“The proposed Dry Line is situated on the Hudson River Park. It is a walkway elevated 9’ to act as a barrier between a possible flood and the city, turning a strip of the park into infrastructure for flood protection. The walkway is continuous, but the room beneath and around it is the variable that morphs to invite different programs along the shore, mediating the strip between the Hudson River and the West Side Highway. Some of the options explored are a skate park, gallery/market space, a swimming pool, and a sculpture art maze. The solution is meant to be scalable to encompass the entirety of Manhattan’s 32-mile shoreline. In the case of a flood emergency the entrances to the park close with watertight floodgates.”
— Veronica Acosta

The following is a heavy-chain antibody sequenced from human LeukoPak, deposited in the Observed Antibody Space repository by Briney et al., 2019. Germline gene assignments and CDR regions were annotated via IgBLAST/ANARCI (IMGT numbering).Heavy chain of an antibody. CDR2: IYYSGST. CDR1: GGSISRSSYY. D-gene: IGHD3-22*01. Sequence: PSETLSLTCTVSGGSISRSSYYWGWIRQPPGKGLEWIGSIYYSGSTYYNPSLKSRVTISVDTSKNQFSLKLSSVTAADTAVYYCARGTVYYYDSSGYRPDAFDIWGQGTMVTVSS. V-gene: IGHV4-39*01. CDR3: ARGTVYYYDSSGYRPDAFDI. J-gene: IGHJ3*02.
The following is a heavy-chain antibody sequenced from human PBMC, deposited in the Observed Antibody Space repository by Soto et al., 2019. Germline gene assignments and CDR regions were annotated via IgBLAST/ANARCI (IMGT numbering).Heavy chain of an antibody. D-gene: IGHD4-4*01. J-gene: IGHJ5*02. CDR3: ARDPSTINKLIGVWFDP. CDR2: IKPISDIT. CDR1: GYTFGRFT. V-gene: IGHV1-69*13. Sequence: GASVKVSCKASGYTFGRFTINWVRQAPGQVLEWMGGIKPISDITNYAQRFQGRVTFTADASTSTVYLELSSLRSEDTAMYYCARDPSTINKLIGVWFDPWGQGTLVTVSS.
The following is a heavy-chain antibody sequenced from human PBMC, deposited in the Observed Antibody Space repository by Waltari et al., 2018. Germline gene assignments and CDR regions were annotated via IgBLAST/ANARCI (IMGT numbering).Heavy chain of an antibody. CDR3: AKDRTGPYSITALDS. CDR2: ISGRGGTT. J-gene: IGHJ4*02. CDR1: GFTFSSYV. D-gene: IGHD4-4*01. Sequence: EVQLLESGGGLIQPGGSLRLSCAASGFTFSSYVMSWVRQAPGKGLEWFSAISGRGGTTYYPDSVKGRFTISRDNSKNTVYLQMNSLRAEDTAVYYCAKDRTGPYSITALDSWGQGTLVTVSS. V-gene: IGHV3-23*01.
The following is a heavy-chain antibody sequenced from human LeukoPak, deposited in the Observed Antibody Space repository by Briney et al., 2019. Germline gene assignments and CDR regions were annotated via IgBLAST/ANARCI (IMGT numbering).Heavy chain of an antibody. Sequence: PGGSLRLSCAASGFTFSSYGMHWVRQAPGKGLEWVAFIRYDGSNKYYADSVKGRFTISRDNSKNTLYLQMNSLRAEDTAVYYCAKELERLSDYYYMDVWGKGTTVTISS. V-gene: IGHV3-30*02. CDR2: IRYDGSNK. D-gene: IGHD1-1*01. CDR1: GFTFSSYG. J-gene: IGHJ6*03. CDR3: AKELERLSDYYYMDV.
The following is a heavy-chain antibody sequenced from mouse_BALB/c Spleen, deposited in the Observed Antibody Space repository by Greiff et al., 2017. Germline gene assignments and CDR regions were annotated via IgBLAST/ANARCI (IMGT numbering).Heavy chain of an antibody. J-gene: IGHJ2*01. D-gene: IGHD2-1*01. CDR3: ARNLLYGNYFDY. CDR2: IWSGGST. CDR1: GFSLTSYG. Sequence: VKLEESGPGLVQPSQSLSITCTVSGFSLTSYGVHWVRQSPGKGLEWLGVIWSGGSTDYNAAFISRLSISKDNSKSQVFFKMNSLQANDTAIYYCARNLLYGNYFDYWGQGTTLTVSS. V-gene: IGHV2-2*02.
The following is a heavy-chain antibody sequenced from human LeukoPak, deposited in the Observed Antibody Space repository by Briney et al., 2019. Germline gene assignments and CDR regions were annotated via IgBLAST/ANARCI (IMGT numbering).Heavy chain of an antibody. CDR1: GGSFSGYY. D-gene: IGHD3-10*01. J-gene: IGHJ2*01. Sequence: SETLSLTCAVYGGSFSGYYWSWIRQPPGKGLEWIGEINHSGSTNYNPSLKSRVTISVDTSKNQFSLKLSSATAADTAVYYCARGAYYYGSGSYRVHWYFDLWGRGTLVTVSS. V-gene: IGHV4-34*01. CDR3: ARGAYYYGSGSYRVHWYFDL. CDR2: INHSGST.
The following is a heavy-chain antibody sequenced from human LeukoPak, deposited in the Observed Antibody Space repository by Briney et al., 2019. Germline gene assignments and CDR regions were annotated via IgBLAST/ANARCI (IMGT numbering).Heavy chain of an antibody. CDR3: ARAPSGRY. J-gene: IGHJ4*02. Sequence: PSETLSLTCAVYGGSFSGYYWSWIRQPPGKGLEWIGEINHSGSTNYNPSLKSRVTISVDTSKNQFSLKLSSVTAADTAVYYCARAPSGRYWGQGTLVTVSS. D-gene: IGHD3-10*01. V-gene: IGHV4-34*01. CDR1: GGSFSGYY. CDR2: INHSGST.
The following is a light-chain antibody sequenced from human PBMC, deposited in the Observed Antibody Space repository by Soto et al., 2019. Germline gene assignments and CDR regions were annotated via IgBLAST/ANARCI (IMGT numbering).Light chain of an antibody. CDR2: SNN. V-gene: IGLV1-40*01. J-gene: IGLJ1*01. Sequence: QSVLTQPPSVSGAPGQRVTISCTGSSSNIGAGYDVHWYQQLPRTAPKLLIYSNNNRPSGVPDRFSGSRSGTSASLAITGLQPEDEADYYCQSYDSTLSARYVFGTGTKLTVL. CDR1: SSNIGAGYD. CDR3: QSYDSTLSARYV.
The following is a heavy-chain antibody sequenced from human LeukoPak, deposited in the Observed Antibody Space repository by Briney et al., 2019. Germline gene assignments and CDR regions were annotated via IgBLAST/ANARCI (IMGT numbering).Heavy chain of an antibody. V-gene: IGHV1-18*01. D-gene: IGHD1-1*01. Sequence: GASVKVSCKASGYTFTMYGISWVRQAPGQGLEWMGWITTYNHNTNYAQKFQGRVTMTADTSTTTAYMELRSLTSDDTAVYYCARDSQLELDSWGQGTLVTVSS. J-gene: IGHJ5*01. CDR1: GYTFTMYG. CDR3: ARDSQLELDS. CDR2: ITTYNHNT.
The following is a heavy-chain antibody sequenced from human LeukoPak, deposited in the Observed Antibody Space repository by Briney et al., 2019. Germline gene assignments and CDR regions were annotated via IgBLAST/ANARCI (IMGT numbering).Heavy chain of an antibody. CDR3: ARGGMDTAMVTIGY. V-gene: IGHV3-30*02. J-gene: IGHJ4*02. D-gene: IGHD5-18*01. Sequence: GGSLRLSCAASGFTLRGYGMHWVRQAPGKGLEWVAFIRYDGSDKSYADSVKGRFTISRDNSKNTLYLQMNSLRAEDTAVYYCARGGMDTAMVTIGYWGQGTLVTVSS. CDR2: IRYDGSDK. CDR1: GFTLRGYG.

From the beginning Veronica had a focused approach. As a resident of the Chelsea neighborhood she was witness to the inundation of the neighborhood during the storm. Many of the ideas we developed with Veronica helped to anchor the eventual thesis of BIG’s approach. She was quick at turning ideas into sketches, and sketches into a robust catalogue of synthetic infrastructure. And while all these variations in the catalogue seemed to compete with one another for all of our time and attention, we soon realized that the catalogue is the perfect way to show the potential to tailor the physical and programmatic qualities of each defense strategy to fit the desires and needs of each neighborhood around the bulkhead of Manhattan. It was exactly the prototypical-yet-specific quality asked for in the RBD brief. Veronica further developed this concept in the arts district of Chelsea and transformed Hudson River Park into a multivalent system for protection, recreation, and many other opportunities. Ultimately the pinch points of the High Line were joined to form an elevated loop, transforming the High Line into the “Dry Line,” a continuous protective halo around Manhattan’s celebrated arts district.